2020 has been an interesting year, to say the least. COVID-19, earthquakes, murder hornets, and a rejuvenated civil rights movement have all hit the headlines in the first half of the year. As we enter the summer, however, the drama dial will be turned up to 11 as the next wave of chaos rolls in: the 2020 presidential election. And as part of that process, Americans will be inundated with surveys and polls. Even standardized test takers aren’t immune! Understanding surveys and polls on the SAT is an integral part of success on the math sections.
We’ll take a look at a couple of examples of polling and survey questions on the test and talk you through the strategy behind them.
Question 1: How to create a successful poll
A political scientist wants to predict how the residents of New Jersey will react to a new bill proposed in the state senate. Which of the following study designs is most likely to provide reliable results for the political scientist?
A) Mailing a questionnaire to each of 300 randomly selected residents of New Jersey
B) Surveying a group of 200 randomly selected New Jersey residents
C) Interviewing a group of students randomly selected from a large public university in New Jersey
D) Surveying a group of 1,500 randomly selected US residents
Any ideas? This is a fairly straightforward question that tests students on what makes a survey valid. Students can usually eliminate choices C) and D) because they don’t involve New Jersey residents directly.
But A) and B) can be a little more tricky. A) seems like the right choice at first glance because the survey involves more respondents–if it weren’t for the fact that the success of a questionnaire is dependent on a person returning it. Would all 300 residents return the survey? And, as I often ask my students, who returns a mailed questionnaire? A person who has a more pressing or direct interest in the issue! So while the political scientist may get some data from the questionnaire, a far more reliable method would be to directly survey a random group of state residents.
Question 2: What do the poll results mean?
A city with 120,000 residents is voting on a proposal that would eliminate overnight parking of vehicles on the city’s streets. An independent company randomly surveys 1,200 residents to see whether or not residents would support this proposal. The outcome of the survey shows that 60% of the residents surveyed approve of the proposal with a margin of error of 2%. Which of the following statements is a plausible conclusion from the outcome of the study?
A) Exactly 60% of city residents approve eliminating overnight parking.
B) There are 72,000 city residents who approve eliminating overnight parking.
C) About 2% of the city residents do not approve eliminating overnight parking.
D) Between 58% and 62% of the city residents approve eliminating overnight parking.
In this question, the survey has already been completed and the results are in: 60% of people approved eliminating overnight parking with a margin of error of 2%. This question is focused on just what that result means.
We can eliminate choice A) because of one word: exactly. While a well-done poll can give a predicted result that is very close to reality, it’s still just that–a prediction. Even under the best of conditions, it’s not an exact science. One only needs to look at predictions surrounding recent elections to see how unscientific polls can be.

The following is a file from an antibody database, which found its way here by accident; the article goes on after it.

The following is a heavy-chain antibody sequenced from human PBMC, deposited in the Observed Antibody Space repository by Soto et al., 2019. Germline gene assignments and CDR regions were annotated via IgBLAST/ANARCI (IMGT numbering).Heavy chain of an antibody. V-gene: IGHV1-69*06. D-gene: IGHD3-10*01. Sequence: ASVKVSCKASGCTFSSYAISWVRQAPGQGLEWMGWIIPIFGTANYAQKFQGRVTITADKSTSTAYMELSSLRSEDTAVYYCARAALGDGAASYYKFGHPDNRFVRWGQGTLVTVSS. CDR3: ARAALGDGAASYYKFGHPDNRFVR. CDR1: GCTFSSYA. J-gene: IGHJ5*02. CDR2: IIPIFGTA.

B) is an attractive choice because it looks like it might require some math. Surely the SAT would want us to calculate something in a math question! And, in fact, 60% of 120,000 is 72,000. The problem, however, comes back to the exactness of that result. A poll is always a prediction. So to say that 72,000 people would approve is far too precise for any poll. If the answer had said, “Around 72,000 city residents will likely approve…”, it would be far closer to the truth.
That leaves us with C) or D), and the choice between the two comes down to an understanding of the term “margin of error.” Because polls are only predictors, polls are often presented with a bit of wiggle room. Our poll said that 60% of people approved eliminating overnight parking. That 2% margin of error is just that: a range in which the truth might actually lie. And choice D) reflects that idea. According to the poll results, the correct percentage that approves could be anywhere between 58% and 62%, given the margin of error.
The most important strategy to use with questions about surveys and polls on the SAT is an important strategy for every question on the test: read carefully. The test writers aren’t doing you any favors, and they’ll word things in convoluted ways just to make it tougher on you. If you’re working too quickly, it can be easy to overlook words like “exactly” or “likely,” and those types of words can be incredibly important. So take a breath and read that question carefully.
Practicing on actual SATs is also helpful. Poll and survey questions appear in the no-calculator and/or calculator sections of nearly every SAT, and the more of them you see and work through, the less likely that you’ll be duped by a trick. So putting in the time to practice is essential to be successful on these questions, as well as all the other types you’ll see on a typical SAT.